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Supply Bill

Second Reading

The Hon. J.A. DARLEY (15:35): As other members have previously indicated, the Supply Bill is needed to appropriate the $6.6 billion so that the government and its departments can continue to function until the Appropriation Bill is assented to. Obviously, I am supportive of ensuring that government departments and services continue to be provided; however, I would be interested to see how much of this is actually needed and whether there is room to trim the fat.

I have been advocating for many years for an operational audit whereby the chief executive or minister undertakes an audit of government departments and agencies to look at what they do, what they really need to do, the most efficient way to do this and whether it is performed in the most effective location, how many staff they need to do it, and how that compares to how the departments are set up at the moment. I understand there is some scepticism in getting chief executives to justify their own staffing arrangements and that there should be an external audit undertaken of the Public Service. In my discussions with the government, I have not had either of these options provided as a suggestion, and I flag that I will be moving my bill for an operational audit in coming weeks for the third time.

Compulsory acquisition of land is one area where I believe that efficiencies could be achieved. Whilst I understand that due process needs to be followed, I have encountered many cases where taxpayers would have been better off if DPTI and Crown law had used an ounce of common sense with dispossessed owners rather than stubbornly sticking to the rigid process. This often resulted in protracted negotiations between lawyers, with lawyers' fees ultimately being paid by the taxpayer. Extended negotiations have already had a detrimental effect on the mental and sometimes physical health of owners.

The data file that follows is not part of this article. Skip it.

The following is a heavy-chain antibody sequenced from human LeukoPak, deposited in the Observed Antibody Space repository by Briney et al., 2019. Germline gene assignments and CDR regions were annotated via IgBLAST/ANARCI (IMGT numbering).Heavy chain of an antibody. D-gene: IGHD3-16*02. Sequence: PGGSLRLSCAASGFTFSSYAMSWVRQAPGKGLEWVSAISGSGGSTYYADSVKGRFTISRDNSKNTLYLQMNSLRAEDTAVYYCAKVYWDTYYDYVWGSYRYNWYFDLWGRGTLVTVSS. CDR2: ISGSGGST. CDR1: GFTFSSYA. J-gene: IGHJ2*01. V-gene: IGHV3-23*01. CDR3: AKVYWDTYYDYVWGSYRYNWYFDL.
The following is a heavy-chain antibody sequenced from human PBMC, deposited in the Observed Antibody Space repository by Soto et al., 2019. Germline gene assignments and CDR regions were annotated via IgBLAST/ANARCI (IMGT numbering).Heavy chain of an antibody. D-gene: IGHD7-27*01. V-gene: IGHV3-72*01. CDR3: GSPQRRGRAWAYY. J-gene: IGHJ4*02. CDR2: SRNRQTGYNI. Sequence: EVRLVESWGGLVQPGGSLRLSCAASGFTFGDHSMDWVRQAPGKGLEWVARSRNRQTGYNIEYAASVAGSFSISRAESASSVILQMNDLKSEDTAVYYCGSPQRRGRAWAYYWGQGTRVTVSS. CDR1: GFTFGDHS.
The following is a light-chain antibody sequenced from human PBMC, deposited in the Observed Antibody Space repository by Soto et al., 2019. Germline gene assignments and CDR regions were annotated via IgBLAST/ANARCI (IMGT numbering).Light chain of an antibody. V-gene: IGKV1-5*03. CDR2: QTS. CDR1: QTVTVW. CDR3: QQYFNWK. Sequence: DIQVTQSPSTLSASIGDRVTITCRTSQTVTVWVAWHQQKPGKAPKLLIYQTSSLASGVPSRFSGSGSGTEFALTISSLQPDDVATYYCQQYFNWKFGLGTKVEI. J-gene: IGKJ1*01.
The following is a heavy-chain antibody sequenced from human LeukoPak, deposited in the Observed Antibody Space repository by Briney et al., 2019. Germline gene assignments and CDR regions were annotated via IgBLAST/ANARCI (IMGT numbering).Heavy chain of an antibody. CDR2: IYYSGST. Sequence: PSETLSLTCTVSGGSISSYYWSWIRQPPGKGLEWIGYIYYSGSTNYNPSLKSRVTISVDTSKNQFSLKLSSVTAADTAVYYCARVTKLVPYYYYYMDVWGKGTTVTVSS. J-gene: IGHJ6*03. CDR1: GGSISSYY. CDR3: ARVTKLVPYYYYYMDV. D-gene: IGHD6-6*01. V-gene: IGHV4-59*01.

In my experience, those who have dealt with compulsory acquisition in recent years have observed no sense of urgency by the government. For DPTI staff and Crown law, they think nothing to drag the matter out for as long as they like, as they have nothing to lose. At the end of the day, they go home to their family and they are simply doing a job, but in my opinion not particularly well. However, for owners, it is living with the constant uncertainty of where they will live as they do not know what they will be able to afford. This is often coupled with the withdrawal of funding for temporary accommodation which imparts additional stress to owners.

I remember in 2005 I had a conversation with then minister Patrick Conlon and I stated that I would have no issues if the government were to compulsorily acquire my property, as I had faith in the process and those tasked with acquisition. Sadly, I can no longer say this as I have witnessed first-hand the nightmare that this has become for many owners. The process has become so bad that there are many valuers and lawyers who now refuse to take on work if it relates to compulsory acquisition. It speaks volumes when you have professionals in the private sector refusing to accept more work because they do not need the hassle of dealing with DPTI and Crown law. There is definite and urgent room for improvement here.

I understand the government intends to repeal the current Natural Resources Management Act. Whilst I am supportive of conserving our natural resources, the current NRM act is a failed experiment. If a cost-benefit analysis were to be conducted on the undertakings of natural resources management boards, I would expect the outcomes to be negative for the taxpayer and owners of land resources. This is one area which could be improved upon, and I look forward to working with the minister and having a look at the new bill.

In recent weeks the issue of waste has featured prominently in the news due to China's decision to lower the threshold for contaminated recycling material they will accept. The government has announced a $12 million support package for councils to help deal with this issue. Whilst this is a good start, I hope it is not just money for a bandaid solution. There is opportunity for South Australia to establish economically viable recycling facilities to process not only our own waste but potentially waste from around the nation, too. Solutions should be long term and incorporate a circular economy.

The European Commission recently issued a good practice and guidance policy for Public Procurement for a Circular Economy. Essentially, green public procurement is defined as a process whereby public authorities seek to procure goods, services and works with a reduced environmental impact throughout their lifecycle when compared to goods, services and works with the same primary function that would otherwise be procured. It would be good to see the government introduce a similar public procurement policy in this state. Such a policy could increase manufacturing opportunities whilst also reducing the amount of waste going to landfill.